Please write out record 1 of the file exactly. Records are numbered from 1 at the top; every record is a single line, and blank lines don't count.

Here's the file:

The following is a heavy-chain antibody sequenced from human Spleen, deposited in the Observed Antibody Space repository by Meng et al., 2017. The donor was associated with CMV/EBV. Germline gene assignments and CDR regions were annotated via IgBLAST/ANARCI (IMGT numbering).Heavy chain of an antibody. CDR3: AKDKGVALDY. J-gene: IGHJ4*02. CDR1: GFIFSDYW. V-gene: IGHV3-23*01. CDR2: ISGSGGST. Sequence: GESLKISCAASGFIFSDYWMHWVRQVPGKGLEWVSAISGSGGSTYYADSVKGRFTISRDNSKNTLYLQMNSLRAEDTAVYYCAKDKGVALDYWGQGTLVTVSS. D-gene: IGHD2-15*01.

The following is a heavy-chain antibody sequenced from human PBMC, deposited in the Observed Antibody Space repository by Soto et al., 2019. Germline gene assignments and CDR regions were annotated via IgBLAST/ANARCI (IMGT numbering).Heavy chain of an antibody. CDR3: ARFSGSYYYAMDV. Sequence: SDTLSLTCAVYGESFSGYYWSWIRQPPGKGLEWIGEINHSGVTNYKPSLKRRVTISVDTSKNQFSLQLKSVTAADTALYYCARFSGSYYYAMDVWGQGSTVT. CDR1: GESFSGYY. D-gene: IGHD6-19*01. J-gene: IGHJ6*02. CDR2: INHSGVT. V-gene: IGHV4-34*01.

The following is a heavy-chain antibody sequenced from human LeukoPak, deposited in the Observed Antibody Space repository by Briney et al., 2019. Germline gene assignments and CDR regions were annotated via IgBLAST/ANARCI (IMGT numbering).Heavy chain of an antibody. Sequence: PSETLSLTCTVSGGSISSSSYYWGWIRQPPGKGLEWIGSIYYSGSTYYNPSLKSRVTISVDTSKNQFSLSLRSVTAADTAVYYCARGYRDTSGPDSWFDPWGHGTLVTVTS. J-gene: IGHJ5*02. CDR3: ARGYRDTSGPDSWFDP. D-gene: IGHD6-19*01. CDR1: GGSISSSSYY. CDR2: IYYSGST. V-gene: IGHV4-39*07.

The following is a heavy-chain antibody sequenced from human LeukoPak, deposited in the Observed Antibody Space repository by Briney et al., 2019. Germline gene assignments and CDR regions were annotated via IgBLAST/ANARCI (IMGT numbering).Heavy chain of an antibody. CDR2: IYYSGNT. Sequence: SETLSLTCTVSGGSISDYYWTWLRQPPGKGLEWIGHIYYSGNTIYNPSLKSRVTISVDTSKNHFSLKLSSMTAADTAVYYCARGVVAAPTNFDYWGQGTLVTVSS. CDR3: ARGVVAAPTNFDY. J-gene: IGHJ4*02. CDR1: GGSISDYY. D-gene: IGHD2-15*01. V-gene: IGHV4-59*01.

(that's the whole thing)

The following is a heavy-chain antibody sequenced from human Spleen, deposited in the Observed Antibody Space repository by Meng et al., 2017. The donor was associated with CMV/EBV. Germline gene assignments and CDR regions were annotated via IgBLAST/ANARCI (IMGT numbering).Heavy chain of an antibody. CDR3: AKDKGVALDY. J-gene: IGHJ4*02. CDR1: GFIFSDYW. V-gene: IGHV3-23*01. CDR2: ISGSGGST. Sequence: GESLKISCAASGFIFSDYWMHWVRQVPGKGLEWVSAISGSGGSTYYADSVKGRFTISRDNSKNTLYLQMNSLRAEDTAVYYCAKDKGVALDYWGQGTLVTVSS. D-gene: IGHD2-15*01.